Belief, Make-Believe and the Opacity of Narrative
The paper will explore two ideas: that belief formation is as important in responses to fiction as make-believe or imagining; and that fictional narratives are ‘opaque’ in the sense that their content is essentially given, and thus constituted, ‘under a description’. The two ideas are related through the notion of a ‘fictional world’. Fictional worlds are tied to the narratives that present them; the narratives do not so much report the worlds as construct them. Acquiring beliefs about these worlds thus involves a double intensionality: the familiar intensionality of all belief or propositional attitude contexts and the additional intensionality of a narrative’s constructed content.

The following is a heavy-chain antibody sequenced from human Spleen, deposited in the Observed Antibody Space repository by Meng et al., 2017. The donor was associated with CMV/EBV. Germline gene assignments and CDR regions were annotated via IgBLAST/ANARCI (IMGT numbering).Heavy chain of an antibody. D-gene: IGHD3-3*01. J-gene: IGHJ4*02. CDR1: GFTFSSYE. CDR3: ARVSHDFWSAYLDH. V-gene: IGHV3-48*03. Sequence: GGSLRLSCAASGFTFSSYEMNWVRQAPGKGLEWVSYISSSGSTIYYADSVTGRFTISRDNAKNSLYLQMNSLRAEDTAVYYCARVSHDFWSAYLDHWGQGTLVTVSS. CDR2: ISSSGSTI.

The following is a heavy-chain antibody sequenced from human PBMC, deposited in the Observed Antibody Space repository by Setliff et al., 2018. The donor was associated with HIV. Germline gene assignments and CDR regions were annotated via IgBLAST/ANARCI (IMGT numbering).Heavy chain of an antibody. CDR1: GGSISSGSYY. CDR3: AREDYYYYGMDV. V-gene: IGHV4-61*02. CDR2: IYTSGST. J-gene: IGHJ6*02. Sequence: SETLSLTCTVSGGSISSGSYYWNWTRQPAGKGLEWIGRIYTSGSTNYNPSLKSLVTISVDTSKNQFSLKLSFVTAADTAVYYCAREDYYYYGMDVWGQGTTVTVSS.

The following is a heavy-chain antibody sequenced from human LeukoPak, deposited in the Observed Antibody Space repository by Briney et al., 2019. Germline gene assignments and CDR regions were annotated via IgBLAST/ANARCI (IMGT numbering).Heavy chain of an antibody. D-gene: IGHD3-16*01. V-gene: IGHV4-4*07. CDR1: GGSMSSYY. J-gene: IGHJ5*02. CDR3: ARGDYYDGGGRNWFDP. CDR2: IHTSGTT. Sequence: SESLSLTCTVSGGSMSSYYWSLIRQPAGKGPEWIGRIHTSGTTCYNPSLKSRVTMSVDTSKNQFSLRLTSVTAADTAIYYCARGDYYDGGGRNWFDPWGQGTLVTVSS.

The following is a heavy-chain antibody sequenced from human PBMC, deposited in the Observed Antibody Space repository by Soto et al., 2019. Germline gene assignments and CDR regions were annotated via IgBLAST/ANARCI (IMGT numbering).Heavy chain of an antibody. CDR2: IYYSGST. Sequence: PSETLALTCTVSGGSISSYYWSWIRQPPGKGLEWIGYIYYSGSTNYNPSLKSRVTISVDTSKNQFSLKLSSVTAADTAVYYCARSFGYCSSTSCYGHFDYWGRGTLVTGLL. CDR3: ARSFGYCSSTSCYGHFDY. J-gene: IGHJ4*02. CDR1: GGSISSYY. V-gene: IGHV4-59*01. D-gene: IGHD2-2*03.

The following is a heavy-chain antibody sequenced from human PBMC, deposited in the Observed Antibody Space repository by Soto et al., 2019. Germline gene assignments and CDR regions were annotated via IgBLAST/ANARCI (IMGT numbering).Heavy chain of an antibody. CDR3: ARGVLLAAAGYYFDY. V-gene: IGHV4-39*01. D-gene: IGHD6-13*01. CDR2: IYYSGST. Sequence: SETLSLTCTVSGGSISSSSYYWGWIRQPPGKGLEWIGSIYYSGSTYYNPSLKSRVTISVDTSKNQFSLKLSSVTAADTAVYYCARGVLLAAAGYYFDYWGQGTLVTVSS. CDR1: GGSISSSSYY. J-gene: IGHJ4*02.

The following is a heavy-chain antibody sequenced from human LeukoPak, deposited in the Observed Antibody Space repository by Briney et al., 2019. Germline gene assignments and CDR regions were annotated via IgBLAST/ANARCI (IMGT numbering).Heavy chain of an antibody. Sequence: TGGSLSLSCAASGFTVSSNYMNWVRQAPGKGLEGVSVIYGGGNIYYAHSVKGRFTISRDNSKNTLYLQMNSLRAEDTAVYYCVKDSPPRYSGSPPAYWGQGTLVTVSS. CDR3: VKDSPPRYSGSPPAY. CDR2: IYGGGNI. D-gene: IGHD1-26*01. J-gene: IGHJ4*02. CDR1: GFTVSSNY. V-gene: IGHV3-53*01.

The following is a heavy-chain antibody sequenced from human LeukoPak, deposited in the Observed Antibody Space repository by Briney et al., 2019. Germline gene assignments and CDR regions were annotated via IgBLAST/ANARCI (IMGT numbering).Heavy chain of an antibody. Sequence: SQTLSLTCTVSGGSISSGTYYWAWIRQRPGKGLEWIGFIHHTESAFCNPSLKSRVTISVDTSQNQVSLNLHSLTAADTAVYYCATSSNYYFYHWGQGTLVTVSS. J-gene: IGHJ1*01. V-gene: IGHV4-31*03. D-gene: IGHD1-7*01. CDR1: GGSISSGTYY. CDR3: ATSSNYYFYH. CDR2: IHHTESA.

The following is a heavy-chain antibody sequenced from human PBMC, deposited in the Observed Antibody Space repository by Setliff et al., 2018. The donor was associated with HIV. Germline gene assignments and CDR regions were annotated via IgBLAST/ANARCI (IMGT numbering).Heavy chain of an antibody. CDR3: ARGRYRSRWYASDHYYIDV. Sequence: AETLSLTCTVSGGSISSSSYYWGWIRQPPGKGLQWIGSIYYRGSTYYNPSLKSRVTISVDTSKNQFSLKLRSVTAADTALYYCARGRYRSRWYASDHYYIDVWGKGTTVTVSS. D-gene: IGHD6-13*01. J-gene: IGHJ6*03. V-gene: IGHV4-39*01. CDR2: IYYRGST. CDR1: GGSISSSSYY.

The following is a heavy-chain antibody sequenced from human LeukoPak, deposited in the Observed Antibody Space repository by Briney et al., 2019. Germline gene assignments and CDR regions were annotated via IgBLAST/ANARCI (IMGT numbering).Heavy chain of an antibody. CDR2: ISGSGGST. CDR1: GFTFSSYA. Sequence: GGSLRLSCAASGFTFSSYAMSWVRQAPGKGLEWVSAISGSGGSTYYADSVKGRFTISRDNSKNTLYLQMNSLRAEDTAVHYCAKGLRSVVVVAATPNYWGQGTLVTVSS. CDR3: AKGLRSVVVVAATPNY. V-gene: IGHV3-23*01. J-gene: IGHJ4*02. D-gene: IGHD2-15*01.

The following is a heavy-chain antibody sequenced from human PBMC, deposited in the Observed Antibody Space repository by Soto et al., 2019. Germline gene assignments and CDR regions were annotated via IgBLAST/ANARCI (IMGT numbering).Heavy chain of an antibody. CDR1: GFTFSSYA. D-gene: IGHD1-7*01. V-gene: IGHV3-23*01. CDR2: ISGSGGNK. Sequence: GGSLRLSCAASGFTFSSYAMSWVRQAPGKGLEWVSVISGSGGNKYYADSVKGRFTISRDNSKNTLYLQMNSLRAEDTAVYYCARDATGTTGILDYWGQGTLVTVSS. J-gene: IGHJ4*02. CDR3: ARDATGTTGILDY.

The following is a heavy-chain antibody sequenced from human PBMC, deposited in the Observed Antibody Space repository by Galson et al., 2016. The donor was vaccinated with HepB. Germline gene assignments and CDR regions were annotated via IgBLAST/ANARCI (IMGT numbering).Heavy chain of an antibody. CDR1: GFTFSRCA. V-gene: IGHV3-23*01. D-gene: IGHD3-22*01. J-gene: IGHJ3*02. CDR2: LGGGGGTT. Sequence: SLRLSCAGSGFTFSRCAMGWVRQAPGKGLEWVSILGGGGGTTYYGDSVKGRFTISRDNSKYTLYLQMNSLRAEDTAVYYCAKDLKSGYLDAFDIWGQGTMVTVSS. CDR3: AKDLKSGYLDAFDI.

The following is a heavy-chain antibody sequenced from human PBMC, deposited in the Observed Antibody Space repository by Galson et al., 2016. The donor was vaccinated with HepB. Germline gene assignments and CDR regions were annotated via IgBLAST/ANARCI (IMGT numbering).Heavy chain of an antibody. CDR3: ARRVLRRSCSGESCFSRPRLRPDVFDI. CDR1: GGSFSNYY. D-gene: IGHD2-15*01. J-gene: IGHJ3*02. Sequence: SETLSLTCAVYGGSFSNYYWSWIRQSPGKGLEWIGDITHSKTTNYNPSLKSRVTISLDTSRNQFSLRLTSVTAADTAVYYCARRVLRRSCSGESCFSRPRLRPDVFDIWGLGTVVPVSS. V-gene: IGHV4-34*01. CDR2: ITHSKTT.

Peter Lamarque is professor of philosophy at the University of York, Great Britain. He joined the Department of Philosophy in 2000. Prior to his position at York, he was Ferens Professor of Philosophy at the University of Hull and Head of the Philosophy Department between 1995 and 2000. He was a lecturer and then senior lecturer at the University of Stirling between 1972 and 1995 and From 1995 to 2008 he was Editor of the British Journal of Aesthetics. He is member of editorial boards of British Journal of Aesthetics, Journal of Aesthetics and Art Criticism, Journal of Comparative Literature and Aesthetics, Cuadernos de música, artes visuales y artes escénicas. He has published widely in aesthetics and the philosophy of literature, recently The Philosophy of Literature (Blackwell, 2008), and a book on the metaphysics of art, Work and Object (Oxford UP, 2010). He is currently working on papers on film and emotion, Scruton’s aesthetics, Wittgenstein and literature, and Gérard Genette’s ontology of art.